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"A very uninspiring woman"

(176 Posts)
forinborin Tue 09-Mar-21 10:09:03

So, I was called just that, in the context that hardly would make me want to go and interrogate the person who said that further (it was a communication mistake, I was never expected to see it).

English is my second language and I am not yet perfectly fluent. I mean, I know the dictionary definition, but curious about (British) cultural nuances too. If you were to think about another woman as "uninspiring", what would you mean, in simpler terms? Mumsy? Plain looking? Domesticated? Unintelligent? Poor conversationalist? Unambitious? Anything else?

I mean, I am probably all of the above, and it is so hard to choose - but I need to decide how exactly offended should I be grin

OP’s posts: |
steff13 Tue 09-Mar-21 10:12:10

It would depend on the context I suppose, but I'd think dull, typical, nothing special.

araiwa Tue 09-Mar-21 10:12:28

I'd think uninspiring

GreenlandTheMovie Tue 09-Mar-21 10:14:50

I'd probably interpret it as meaning generally unambitious, but context is everything.

Chamomileteaplease Tue 09-Mar-21 10:14:56

Now that you have told us it was said about you I think posters will find it hard to answer sad. You poor thing - that is so horrible for you.

You have asked so I will answer you honestly - for me it means someone who hasn't achieved much, nor expresses many thoughts on many topics. Someone who hasn't done much essentially.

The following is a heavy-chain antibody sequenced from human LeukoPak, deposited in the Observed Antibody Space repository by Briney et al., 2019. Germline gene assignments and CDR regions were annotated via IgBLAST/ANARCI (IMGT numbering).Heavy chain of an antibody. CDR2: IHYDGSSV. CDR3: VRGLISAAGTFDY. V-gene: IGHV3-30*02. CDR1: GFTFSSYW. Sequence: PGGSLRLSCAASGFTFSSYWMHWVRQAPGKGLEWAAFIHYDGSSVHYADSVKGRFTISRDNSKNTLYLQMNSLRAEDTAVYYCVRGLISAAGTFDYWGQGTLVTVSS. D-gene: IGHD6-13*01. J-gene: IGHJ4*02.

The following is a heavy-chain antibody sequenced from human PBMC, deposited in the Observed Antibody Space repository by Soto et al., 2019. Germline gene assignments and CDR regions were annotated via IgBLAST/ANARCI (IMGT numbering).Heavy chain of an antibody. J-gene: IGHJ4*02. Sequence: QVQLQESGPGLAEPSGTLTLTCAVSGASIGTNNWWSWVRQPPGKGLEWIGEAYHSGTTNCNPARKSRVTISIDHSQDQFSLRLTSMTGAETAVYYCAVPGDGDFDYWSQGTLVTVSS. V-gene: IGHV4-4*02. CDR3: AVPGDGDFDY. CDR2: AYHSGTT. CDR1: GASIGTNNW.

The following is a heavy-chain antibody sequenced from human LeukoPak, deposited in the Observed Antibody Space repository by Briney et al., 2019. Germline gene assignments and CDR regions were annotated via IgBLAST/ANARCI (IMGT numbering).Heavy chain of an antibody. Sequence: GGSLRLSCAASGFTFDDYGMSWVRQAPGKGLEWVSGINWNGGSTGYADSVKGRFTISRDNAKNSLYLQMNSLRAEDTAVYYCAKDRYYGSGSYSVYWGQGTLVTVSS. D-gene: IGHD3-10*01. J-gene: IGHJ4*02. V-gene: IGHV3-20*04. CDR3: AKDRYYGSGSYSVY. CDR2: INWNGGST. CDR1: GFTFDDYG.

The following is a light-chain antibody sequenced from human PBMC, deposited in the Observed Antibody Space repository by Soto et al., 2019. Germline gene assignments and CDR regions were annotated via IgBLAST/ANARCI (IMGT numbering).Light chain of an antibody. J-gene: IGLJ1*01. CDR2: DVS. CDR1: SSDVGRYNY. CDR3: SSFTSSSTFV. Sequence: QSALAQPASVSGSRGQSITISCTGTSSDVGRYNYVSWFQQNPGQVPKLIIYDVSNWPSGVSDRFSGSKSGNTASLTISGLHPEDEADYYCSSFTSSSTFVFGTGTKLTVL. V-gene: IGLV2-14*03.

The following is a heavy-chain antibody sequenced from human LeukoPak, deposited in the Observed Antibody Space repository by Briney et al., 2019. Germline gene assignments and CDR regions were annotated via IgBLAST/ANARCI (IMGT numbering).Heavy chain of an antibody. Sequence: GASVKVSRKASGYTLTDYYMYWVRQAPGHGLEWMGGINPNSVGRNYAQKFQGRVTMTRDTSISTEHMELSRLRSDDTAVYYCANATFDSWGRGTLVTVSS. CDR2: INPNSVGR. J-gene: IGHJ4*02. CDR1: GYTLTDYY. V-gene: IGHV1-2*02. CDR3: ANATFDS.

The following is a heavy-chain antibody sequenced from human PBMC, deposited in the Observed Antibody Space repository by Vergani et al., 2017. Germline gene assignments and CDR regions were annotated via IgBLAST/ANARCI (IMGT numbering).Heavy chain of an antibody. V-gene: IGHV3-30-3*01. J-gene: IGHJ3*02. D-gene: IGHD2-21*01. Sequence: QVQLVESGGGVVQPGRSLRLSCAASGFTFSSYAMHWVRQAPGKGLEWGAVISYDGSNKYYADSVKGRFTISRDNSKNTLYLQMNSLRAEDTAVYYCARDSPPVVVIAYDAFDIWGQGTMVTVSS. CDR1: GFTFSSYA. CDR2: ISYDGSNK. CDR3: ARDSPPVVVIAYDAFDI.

But it's such a horrible thing to say, I wonder if this person just has a different idea of what is inspiring to them. I am thinking of an example - someone high up in banking or Hollywood or something may think of an artist not making much money as being "uninspiring" no matter how happy or loved they were. Skewed thinking sometimes?

GiveIrelandBackToTheIrish Tue 09-Mar-21 10:15:05

I would think uninspiring as in comparison so say when you eat a microwave meal it doesn't exactly fill you with joy but say if you ate a salad it makes you feel healthy. Sorry if that sounds strangeconfused

forinborin Tue 09-Mar-21 10:16:24

araiwa

I'd think uninspiring

Thanks, that makes it much clearer! grin

OP’s posts: |
PlanDeRaccordement Tue 09-Mar-21 10:16:29

It’s an insult, that’s all you need to know. I’d be cutting ties with the person who said that.

araiwa Tue 09-Mar-21 10:16:36

No energy creativity positivity enthusiasm fun etc

Thelnebriati Tue 09-Mar-21 10:18:27

I think its a silly comment to make about someone, especially if its in the workplace. Imagine an office full of ''inspirational leaders'', it would be unbearable. I'd have to build a filing cabinet fort to hide in.

forinborin Tue 09-Mar-21 10:19:07

Chamomileteaplease

Now that you have told us it was said about you I think posters will find it hard to answer sad. You poor thing - that is so horrible for you.

You have asked so I will answer you honestly - for me it means someone who hasn't achieved much, nor expresses many thoughts on many topics. Someone who hasn't done much essentially.

But it's such a horrible thing to say, I wonder if this person just has a different idea of what is inspiring to them. I am thinking of an example - someone high up in banking or Hollywood or something may think of an artist not making much money as being "uninspiring" no matter how happy or loved they were. Skewed thinking sometimes?